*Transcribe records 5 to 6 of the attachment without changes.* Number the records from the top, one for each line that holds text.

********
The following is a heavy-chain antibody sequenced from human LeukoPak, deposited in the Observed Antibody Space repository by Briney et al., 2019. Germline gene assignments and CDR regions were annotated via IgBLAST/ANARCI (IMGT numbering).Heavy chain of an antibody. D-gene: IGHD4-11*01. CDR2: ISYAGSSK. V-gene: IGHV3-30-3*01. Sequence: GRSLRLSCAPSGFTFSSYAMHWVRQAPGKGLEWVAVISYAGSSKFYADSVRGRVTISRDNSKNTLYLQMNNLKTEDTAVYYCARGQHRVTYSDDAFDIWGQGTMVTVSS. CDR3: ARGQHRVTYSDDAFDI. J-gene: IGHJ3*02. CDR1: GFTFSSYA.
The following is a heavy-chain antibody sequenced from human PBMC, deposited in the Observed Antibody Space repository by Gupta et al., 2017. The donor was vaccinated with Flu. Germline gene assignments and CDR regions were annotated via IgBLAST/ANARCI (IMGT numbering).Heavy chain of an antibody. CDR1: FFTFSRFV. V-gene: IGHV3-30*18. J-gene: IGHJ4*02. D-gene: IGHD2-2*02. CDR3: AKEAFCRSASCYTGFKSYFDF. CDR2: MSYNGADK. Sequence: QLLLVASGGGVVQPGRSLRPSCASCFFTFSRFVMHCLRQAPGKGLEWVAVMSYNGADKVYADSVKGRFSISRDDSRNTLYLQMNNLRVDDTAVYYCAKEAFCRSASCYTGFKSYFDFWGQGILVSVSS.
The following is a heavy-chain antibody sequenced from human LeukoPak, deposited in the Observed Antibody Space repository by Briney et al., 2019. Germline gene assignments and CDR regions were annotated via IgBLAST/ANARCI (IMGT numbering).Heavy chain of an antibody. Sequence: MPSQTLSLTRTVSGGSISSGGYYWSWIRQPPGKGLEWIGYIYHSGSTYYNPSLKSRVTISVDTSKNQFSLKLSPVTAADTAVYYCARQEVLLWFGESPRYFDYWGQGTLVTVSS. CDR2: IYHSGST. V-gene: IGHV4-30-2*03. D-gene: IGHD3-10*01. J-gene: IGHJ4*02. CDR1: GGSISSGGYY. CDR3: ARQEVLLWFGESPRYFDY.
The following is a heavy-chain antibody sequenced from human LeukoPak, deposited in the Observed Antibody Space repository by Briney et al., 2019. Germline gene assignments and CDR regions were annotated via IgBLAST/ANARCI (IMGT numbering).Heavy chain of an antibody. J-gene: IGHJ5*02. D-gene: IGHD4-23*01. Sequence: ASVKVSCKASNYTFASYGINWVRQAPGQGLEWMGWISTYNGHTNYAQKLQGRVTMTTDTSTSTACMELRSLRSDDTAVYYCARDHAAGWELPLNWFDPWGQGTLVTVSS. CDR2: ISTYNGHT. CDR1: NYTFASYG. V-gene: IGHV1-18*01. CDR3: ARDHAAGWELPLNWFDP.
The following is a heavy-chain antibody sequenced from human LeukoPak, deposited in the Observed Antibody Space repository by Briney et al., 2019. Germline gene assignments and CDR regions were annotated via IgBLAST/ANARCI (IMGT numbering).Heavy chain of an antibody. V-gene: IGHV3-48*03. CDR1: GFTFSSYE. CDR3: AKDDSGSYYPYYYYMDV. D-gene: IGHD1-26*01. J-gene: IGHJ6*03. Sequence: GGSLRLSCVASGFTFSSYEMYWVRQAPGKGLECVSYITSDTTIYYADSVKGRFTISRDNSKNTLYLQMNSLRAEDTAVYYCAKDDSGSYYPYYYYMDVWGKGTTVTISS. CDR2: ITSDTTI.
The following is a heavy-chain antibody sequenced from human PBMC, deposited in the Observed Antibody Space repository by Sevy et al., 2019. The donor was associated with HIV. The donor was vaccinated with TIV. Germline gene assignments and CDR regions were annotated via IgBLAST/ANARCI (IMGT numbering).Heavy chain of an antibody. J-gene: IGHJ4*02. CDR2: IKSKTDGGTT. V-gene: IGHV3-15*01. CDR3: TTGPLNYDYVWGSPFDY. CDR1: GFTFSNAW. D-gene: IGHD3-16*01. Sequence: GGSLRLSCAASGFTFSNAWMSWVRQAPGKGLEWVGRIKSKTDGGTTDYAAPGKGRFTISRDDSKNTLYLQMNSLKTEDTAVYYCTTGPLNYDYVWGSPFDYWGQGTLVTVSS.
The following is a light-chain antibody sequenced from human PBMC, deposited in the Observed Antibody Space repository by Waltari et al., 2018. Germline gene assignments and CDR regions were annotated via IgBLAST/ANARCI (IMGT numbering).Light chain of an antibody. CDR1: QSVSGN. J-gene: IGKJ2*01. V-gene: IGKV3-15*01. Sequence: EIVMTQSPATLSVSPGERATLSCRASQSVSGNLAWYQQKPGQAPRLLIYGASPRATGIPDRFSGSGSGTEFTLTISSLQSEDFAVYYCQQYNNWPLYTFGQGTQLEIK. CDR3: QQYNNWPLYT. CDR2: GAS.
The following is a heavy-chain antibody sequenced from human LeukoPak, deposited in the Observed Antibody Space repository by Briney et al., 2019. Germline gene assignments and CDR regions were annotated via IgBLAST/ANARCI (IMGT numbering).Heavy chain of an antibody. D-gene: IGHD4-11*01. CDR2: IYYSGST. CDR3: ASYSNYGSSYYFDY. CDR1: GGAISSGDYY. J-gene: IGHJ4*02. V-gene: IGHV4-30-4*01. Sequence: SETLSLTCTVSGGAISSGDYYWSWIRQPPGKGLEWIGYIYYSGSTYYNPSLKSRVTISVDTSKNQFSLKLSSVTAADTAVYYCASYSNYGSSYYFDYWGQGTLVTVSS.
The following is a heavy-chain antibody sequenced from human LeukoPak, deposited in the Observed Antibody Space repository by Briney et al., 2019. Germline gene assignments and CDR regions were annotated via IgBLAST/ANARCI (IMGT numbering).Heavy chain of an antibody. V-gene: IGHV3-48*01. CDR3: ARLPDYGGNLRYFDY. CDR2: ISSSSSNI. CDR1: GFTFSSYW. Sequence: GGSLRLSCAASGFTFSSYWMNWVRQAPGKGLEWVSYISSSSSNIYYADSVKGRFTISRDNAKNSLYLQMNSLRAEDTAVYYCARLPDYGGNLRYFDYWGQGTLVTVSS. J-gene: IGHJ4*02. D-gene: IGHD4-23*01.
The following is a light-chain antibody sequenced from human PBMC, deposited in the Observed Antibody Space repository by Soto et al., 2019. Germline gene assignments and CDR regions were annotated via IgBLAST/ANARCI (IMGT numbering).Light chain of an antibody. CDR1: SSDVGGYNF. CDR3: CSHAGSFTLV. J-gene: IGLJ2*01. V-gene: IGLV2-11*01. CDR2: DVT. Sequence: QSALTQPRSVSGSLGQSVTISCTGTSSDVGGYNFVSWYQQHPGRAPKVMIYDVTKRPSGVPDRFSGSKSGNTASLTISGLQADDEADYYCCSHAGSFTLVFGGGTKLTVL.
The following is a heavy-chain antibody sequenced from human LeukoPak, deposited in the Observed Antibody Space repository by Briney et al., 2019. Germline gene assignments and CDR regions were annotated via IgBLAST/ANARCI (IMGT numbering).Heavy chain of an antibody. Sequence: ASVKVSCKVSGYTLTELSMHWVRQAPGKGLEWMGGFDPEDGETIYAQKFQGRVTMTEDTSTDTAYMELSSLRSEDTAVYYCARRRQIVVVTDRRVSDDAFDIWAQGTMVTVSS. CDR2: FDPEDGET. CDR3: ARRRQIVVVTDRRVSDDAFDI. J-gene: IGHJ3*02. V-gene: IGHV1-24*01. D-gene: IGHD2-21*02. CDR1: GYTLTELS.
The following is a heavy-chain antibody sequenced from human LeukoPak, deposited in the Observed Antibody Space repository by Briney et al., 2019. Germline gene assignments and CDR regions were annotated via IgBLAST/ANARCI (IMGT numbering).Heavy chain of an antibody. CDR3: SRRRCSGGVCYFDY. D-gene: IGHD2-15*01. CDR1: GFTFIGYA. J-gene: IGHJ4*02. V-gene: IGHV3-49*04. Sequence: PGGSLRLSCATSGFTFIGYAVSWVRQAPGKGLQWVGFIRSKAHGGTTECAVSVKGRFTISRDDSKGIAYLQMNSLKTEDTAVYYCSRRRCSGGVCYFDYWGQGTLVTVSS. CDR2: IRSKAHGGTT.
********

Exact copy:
The following is a heavy-chain antibody sequenced from human LeukoPak, deposited in the Observed Antibody Space repository by Briney et al., 2019. Germline gene assignments and CDR regions were annotated via IgBLAST/ANARCI (IMGT numbering).Heavy chain of an antibody. V-gene: IGHV3-48*03. CDR1: GFTFSSYE. CDR3: AKDDSGSYYPYYYYMDV. D-gene: IGHD1-26*01. J-gene: IGHJ6*03. Sequence: GGSLRLSCVASGFTFSSYEMYWVRQAPGKGLECVSYITSDTTIYYADSVKGRFTISRDNSKNTLYLQMNSLRAEDTAVYYCAKDDSGSYYPYYYYMDVWGKGTTVTISS. CDR2: ITSDTTI.
The following is a heavy-chain antibody sequenced from human PBMC, deposited in the Observed Antibody Space repository by Sevy et al., 2019. The donor was associated with HIV. The donor was vaccinated with TIV. Germline gene assignments and CDR regions were annotated via IgBLAST/ANARCI (IMGT numbering).Heavy chain of an antibody. J-gene: IGHJ4*02. CDR2: IKSKTDGGTT. V-gene: IGHV3-15*01. CDR3: TTGPLNYDYVWGSPFDY. CDR1: GFTFSNAW. D-gene: IGHD3-16*01. Sequence: GGSLRLSCAASGFTFSNAWMSWVRQAPGKGLEWVGRIKSKTDGGTTDYAAPGKGRFTISRDDSKNTLYLQMNSLKTEDTAVYYCTTGPLNYDYVWGSPFDYWGQGTLVTVSS.